Profile: D.W. Wilson
When he was a creative-writing undergrad at the University of Victoria, D.W. Wilson came up with some fairly strict rules about how to write a sentence.
“I would cut out every single use of an -ing verb,” the 26-year-old tells the Georgia Straight from his current home in London, England. “Word repetition I watch for, repetition of sound I watch for. I try to end my sentences on heavy vowels.” He’s also got two full pages of specific words he doesn’t like: up, back, something, smile.
This in itself isn’t all that unusual. Most aspiring writers have a manifesto or two carved into their notebooks’ title pages, many of them with an equally minimalist bent.
What is unusual, then, is that Wilson has actually managed to stick to those self-imposed rules—all the way up to the publication of his debut story collection, the highly anticipated Once You Break a Knuckle (Hamish Hamilton). Set in the small B.C. town of Invermere, nestled in the Kootenay Valley, these 12 linked stories depict a world of tradesmen, ongoing parent-child rivalries, and a community so forcibly tight-knit its citizens can’t help but know each other’s histories in intimate detail.
Wilson was born and raised in Invermere, leaving town only at age 19 to study at UVic. His father was and is an RCMP sergeant, which came with its fair share of occupational hazards, even for Wilson: if you can’t beat up the local cop, you can at least pick on his kid. He may have physically left Invermere behind, but the town resonates even more strongly for the fiction writer in Wilson, now that he’s gone.
“When I was in the valley, I couldn’t write about the valley at all,” he says. “And when I was in Victoria, I couldn’t write about the Island at all. I have a hard time writing about where I am, basically. I don’t have the distance or the perspective that I want and need.”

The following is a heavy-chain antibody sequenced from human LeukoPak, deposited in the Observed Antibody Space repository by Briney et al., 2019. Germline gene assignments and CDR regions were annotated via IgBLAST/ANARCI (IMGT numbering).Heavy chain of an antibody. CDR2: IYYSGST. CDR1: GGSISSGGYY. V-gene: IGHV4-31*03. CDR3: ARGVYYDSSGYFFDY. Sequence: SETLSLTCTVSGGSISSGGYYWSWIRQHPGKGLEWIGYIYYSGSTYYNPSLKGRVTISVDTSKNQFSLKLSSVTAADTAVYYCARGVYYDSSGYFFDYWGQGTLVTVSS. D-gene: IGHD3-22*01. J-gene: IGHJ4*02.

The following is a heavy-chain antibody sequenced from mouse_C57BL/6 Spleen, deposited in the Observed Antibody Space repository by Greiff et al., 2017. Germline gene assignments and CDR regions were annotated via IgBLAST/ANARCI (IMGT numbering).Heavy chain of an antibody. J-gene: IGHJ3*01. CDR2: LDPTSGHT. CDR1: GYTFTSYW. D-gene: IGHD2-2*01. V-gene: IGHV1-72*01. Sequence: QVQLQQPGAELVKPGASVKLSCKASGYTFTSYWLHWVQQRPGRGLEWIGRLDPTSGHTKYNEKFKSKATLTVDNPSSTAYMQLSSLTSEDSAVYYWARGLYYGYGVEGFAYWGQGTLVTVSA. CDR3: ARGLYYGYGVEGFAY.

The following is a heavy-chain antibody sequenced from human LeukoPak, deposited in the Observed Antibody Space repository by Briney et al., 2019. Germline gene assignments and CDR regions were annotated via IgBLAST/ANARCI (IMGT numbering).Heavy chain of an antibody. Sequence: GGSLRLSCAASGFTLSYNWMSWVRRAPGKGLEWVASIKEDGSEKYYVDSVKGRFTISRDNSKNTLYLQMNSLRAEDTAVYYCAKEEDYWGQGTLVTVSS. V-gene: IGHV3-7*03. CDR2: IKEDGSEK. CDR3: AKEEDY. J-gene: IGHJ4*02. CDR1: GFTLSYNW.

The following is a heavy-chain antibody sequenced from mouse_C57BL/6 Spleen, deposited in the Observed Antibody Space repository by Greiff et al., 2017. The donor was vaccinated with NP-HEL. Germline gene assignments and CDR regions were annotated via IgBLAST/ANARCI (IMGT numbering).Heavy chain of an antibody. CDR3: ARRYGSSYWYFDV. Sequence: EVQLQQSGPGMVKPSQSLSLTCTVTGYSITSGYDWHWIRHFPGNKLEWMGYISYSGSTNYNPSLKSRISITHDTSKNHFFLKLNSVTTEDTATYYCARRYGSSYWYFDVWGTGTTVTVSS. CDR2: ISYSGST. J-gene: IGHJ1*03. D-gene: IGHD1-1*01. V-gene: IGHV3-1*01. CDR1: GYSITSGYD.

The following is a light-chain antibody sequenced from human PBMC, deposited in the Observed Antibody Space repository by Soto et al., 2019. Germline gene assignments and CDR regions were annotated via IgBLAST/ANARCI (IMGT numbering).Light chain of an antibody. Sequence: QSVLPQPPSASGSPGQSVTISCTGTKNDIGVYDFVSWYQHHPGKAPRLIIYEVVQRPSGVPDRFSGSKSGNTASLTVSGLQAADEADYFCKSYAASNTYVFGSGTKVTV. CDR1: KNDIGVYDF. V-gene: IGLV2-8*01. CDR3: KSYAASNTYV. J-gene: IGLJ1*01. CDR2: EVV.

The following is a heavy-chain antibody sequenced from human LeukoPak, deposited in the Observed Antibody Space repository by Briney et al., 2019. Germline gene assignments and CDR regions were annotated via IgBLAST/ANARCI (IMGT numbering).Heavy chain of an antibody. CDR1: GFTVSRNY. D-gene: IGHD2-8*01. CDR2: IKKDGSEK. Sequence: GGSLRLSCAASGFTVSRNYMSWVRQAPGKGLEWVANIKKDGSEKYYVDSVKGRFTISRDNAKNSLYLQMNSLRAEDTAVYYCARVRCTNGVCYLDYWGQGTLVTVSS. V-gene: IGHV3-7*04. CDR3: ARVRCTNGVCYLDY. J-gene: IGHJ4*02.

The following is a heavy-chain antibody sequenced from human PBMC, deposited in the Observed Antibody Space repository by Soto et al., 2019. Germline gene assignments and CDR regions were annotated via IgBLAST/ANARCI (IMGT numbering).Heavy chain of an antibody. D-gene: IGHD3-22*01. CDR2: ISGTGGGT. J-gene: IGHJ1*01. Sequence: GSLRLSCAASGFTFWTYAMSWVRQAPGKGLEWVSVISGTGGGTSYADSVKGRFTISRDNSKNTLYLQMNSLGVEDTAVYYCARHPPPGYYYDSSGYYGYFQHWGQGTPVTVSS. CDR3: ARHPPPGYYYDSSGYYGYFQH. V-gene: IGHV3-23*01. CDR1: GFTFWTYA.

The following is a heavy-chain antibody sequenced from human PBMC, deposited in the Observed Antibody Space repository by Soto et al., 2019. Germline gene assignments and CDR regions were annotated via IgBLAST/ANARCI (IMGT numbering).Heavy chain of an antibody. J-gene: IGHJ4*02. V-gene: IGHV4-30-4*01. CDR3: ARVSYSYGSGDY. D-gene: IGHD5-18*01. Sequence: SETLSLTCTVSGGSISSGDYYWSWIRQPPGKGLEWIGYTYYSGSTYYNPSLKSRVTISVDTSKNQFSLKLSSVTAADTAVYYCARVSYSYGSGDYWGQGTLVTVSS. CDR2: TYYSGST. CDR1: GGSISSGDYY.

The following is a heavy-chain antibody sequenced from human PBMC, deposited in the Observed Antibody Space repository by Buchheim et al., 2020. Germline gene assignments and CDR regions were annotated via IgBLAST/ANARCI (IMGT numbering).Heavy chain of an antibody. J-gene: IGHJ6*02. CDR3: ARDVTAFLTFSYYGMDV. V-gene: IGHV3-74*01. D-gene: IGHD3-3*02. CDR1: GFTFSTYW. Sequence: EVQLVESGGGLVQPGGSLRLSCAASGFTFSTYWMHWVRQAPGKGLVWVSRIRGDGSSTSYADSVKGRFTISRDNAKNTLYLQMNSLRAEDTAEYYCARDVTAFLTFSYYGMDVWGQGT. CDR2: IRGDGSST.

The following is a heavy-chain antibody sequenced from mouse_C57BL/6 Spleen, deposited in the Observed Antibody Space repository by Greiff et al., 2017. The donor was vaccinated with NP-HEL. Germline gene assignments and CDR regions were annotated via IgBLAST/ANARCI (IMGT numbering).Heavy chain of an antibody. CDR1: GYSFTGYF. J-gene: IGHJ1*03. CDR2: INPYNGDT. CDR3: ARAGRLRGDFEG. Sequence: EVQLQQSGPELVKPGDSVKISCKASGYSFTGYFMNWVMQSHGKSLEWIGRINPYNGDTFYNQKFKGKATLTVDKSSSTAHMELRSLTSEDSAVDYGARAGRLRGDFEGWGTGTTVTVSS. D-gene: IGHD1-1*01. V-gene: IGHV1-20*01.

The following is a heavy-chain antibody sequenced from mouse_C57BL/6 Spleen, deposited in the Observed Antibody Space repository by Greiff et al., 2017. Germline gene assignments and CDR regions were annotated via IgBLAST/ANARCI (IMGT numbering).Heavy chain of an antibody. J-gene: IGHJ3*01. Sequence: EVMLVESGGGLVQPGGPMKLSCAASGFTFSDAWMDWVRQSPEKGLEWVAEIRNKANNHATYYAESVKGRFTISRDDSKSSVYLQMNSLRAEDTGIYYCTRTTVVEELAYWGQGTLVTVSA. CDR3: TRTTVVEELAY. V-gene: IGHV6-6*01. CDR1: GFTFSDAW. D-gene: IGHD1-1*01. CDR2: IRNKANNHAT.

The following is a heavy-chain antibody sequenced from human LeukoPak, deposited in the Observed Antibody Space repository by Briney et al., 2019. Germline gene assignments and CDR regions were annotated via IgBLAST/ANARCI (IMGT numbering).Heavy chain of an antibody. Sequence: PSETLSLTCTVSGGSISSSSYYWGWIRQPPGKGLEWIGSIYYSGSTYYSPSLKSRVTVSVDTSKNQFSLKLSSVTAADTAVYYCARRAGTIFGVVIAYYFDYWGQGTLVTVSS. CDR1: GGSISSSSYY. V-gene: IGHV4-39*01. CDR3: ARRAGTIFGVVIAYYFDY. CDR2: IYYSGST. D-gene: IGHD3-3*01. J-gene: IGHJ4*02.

That unique brand of expat nostalgia gets worked out in the stories, too. A recurring father-son duo—the elder a grizzled RCMP officer, the younger flirting with fiction-writing and a life out west—are, Wilson says, “a pretty close representation” of him and his own dad. (Whether Wilson’s father also refers to his fists as “Six Months in the Hospital” and “Instant Death”, as does the fictional John Crease, remains to be seen.)
Yet Wilson says he’s not out to caricature or vilify the kinds of people he grew up with. On the contrary, he specifically set out to write stories that the folks in Invermere would like to read.
“In a certain way,” he says, “I didn’t get away from the valley. If I’d stayed, I’d be an electrician. Now I’m writing about electricians.”
And with no small amount of success, either. Wilson was the recipient of this year’s lucrative BBC National Short Story Award, and is the youngest winner in the prize’s history. Here in Canada, three of his stories were nominated for a National Magazine Award this past spring. All of those pieces appear in Knuckle.
Up next for Wilson is a novel, Ballistics, which is also set in Invermere and draws upon some of the same subject matter, albeit on a larger canvas. He’s maintaining those sentence-writing rules, too: in the most recent draft alone, he was able to lop off an extra 5,000 words.
Wilson laughs and admits the manuscript of Ballistics is actually overdue; Penguin Canada bought the novel and Knuckle in a package deal almost exactly a year ago. “Everyone is on my back, don’t worry,” he says. “My girlfriend, my agent, my editor, you name it.
“I haven’t quite finished with it,” he adds, and for a minute it’s not clear whether he’s talking about the manuscript or Invermere, or both.
D.W. Wilson makes two appearances at the Vancouver International Writers and Readers Festival this weekend: at a Saturday (October 22) event at Performance Works titled Possibilities of Hope, alongside Lynn Coady, Nicole Lundrigan, and David Adams Richards; and on Sunday (October 23) at the same venue, for the popular Afternoon Tea, hosted by Paul Grant.